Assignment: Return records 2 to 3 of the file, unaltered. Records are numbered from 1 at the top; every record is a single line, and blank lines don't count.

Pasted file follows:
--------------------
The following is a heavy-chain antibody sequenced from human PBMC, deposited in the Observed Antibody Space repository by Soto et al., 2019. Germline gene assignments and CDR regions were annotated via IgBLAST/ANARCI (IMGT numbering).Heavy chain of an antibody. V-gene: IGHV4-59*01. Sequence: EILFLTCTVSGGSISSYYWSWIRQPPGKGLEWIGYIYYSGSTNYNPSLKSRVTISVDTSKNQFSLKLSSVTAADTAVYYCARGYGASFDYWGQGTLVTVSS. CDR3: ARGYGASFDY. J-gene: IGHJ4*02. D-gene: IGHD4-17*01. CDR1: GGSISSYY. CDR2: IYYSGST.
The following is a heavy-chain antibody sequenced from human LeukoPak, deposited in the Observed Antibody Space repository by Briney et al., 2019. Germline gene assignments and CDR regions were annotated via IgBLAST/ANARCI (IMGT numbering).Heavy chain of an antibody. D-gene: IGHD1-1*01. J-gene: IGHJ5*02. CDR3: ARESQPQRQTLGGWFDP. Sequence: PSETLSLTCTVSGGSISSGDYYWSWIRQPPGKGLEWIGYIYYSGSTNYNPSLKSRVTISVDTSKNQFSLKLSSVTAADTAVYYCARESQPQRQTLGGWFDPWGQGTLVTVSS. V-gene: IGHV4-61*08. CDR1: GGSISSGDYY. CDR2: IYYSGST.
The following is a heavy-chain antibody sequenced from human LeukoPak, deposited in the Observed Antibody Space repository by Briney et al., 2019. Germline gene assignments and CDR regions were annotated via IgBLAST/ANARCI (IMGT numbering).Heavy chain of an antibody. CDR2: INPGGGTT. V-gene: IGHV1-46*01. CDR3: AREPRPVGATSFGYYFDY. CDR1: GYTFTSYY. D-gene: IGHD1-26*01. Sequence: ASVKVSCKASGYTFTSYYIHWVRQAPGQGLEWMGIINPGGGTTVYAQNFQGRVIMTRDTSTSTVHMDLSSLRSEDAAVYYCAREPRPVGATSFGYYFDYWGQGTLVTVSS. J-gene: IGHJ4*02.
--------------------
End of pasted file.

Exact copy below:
The following is a heavy-chain antibody sequenced from human LeukoPak, deposited in the Observed Antibody Space repository by Briney et al., 2019. Germline gene assignments and CDR regions were annotated via IgBLAST/ANARCI (IMGT numbering).Heavy chain of an antibody. D-gene: IGHD1-1*01. J-gene: IGHJ5*02. CDR3: ARESQPQRQTLGGWFDP. Sequence: PSETLSLTCTVSGGSISSGDYYWSWIRQPPGKGLEWIGYIYYSGSTNYNPSLKSRVTISVDTSKNQFSLKLSSVTAADTAVYYCARESQPQRQTLGGWFDPWGQGTLVTVSS. V-gene: IGHV4-61*08. CDR1: GGSISSGDYY. CDR2: IYYSGST.
The following is a heavy-chain antibody sequenced from human LeukoPak, deposited in the Observed Antibody Space repository by Briney et al., 2019. Germline gene assignments and CDR regions were annotated via IgBLAST/ANARCI (IMGT numbering).Heavy chain of an antibody. CDR2: INPGGGTT. V-gene: IGHV1-46*01. CDR3: AREPRPVGATSFGYYFDY. CDR1: GYTFTSYY. D-gene: IGHD1-26*01. Sequence: ASVKVSCKASGYTFTSYYIHWVRQAPGQGLEWMGIINPGGGTTVYAQNFQGRVIMTRDTSTSTVHMDLSSLRSEDAAVYYCAREPRPVGATSFGYYFDYWGQGTLVTVSS. J-gene: IGHJ4*02.